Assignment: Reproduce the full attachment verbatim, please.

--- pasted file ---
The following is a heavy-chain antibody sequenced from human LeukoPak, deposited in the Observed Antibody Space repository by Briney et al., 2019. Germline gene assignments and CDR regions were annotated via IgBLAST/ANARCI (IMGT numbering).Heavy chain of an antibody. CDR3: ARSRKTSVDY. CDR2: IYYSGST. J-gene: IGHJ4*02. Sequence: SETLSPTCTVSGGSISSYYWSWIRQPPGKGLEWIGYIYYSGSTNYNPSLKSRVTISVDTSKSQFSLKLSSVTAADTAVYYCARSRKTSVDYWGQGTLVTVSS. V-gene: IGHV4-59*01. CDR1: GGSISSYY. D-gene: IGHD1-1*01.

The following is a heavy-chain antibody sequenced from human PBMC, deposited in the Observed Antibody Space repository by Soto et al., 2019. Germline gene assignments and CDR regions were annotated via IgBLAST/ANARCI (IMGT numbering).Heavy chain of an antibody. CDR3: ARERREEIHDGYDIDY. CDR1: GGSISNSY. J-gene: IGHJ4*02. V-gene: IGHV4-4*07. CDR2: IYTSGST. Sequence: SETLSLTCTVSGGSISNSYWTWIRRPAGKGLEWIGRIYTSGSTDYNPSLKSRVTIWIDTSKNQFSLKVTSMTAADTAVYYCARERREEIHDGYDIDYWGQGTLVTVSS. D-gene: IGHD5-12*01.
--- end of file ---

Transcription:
The following is a heavy-chain antibody sequenced from human LeukoPak, deposited in the Observed Antibody Space repository by Briney et al., 2019. Germline gene assignments and CDR regions were annotated via IgBLAST/ANARCI (IMGT numbering).Heavy chain of an antibody. CDR3: ARSRKTSVDY. CDR2: IYYSGST. J-gene: IGHJ4*02. Sequence: SETLSPTCTVSGGSISSYYWSWIRQPPGKGLEWIGYIYYSGSTNYNPSLKSRVTISVDTSKSQFSLKLSSVTAADTAVYYCARSRKTSVDYWGQGTLVTVSS. V-gene: IGHV4-59*01. CDR1: GGSISSYY. D-gene: IGHD1-1*01.

The following is a heavy-chain antibody sequenced from human PBMC, deposited in the Observed Antibody Space repository by Soto et al., 2019. Germline gene assignments and CDR regions were annotated via IgBLAST/ANARCI (IMGT numbering).Heavy chain of an antibody. CDR3: ARERREEIHDGYDIDY. CDR1: GGSISNSY. J-gene: IGHJ4*02. V-gene: IGHV4-4*07. CDR2: IYTSGST. Sequence: SETLSLTCTVSGGSISNSYWTWIRRPAGKGLEWIGRIYTSGSTDYNPSLKSRVTIWIDTSKNQFSLKVTSMTAADTAVYYCARERREEIHDGYDIDYWGQGTLVTVSS. D-gene: IGHD5-12*01.